Resting at home is fine and all (definitely much needed) but I'd still rather be playing in some smoky bar. There were so many great shows the past two years: The Bowery Ballroom in New York, Slim's in San Francisco, Antone's and The Continental Club in Austin, Skipper's in Tampa, Fitzgerald's in Chicago, The Strawberry Festival in Yosemite ( both electric and acoustic), The Roxy in L.A., The Off Broadway in St. Louis, The Satellite in Houston, The Tin Angel in Philadelphia, Cibolo Creek in San Antonio, The Rialto in Tucson, City Stages in Birmingham . . . too many to mention them all. In fact, just about any gig is memorable for me because I get to play with The Guilty Men (I know you're probably thinking this sounds corny but I can't help that). There were nights that I couldn't believe how lucky I am to have such an incredible band. Blues, folk, country, R+B, rock and roll, whatever I ask for, they can do it. I've been extremely fortunate to have played in two of the best bands to ever plug in guitars, The Blasters and X, and I can tell you without any hesitation that Bobby Lloyd, Gregory, Rick and Joe are just as great. When incredible artists like Buddy and Julie Miller, Robbie Fulks, Chris Gaffney and Duane Jarvis were opening for us on many of these shows. The Guilty Men backed them up, with little or no rehearsal, and sounded jaw-droppingly great. I'm proud of them and I miss them. See ya soon in the van, I hope.
So many intense things happened the past two years. I don't want to leave out the tour The Guilty Men and I did opening for Bob Dylan, or touring solo and acoustic opening for Richard Thompson, two of my songwriting heroes (Also, If you ever think that you're a hot-shot guitar player, Richard Thompson will erase that illusion very quickly! So will Buddy Miller. What guitar ego I had will never quite recover, oh well). It was also fun to reunite with my old pals, The Knitters, for a west coast tour and some benefit shows. Sometimes, between the constant touring, working on records and just getting the bills paid, it's hard to stay in touch with people you care about so it was great to be able to hang around each other again and make a righteous racket. There was even a night The Guilty Men and I were playing at The Blue Cafe in Long Beach, California, and all the original Blasters (Gene Taylor, John Bazz, my brother, Phil, everyone except current Alaska boy, Bill Bateman) got up on stage for the encore. With Bobby Lloyd filling in for Bill, we played almost a full set of Blasters songs and old blues songs we grew up with. It's hard to put into words how amazing that was. Just a bunch of old Downey guys.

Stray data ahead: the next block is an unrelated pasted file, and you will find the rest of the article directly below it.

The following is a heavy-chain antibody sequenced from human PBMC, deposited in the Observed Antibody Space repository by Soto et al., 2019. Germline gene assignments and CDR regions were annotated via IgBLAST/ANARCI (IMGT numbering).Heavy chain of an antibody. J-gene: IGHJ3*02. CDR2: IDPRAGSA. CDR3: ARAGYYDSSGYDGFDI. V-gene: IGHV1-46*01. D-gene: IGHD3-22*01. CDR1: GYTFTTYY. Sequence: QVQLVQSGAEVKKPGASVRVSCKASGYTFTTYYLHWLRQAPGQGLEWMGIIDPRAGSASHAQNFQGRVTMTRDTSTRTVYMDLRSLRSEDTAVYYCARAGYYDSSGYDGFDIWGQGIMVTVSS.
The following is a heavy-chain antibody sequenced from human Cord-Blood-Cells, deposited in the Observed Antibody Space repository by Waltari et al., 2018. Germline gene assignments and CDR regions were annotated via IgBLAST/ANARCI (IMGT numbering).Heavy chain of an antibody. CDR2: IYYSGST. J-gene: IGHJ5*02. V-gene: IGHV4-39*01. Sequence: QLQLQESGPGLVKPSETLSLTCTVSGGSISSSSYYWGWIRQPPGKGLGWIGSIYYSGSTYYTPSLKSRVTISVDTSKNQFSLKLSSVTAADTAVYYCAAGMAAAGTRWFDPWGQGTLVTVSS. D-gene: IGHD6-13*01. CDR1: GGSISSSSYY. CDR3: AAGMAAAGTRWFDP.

Unfortunately, some dear friends, family and heroes passed away leaving some pretty large, unfillable holes in my heart. Donald Lindley was one of the best, nastiest, funkiest, wildest, greasy groove drummers in the universe. You might know him from his work over the years with Lucinda Williams, Rosie Flores, Joe Ely and Buddy and Julie Miller, but I was lucky enough to have him play on Blue Boulevard and parts of Museum of Heart and King of California. Donald was a master musician, a patient teacher (especially with me), a proud father and husband, a good friend and a true rock and roller.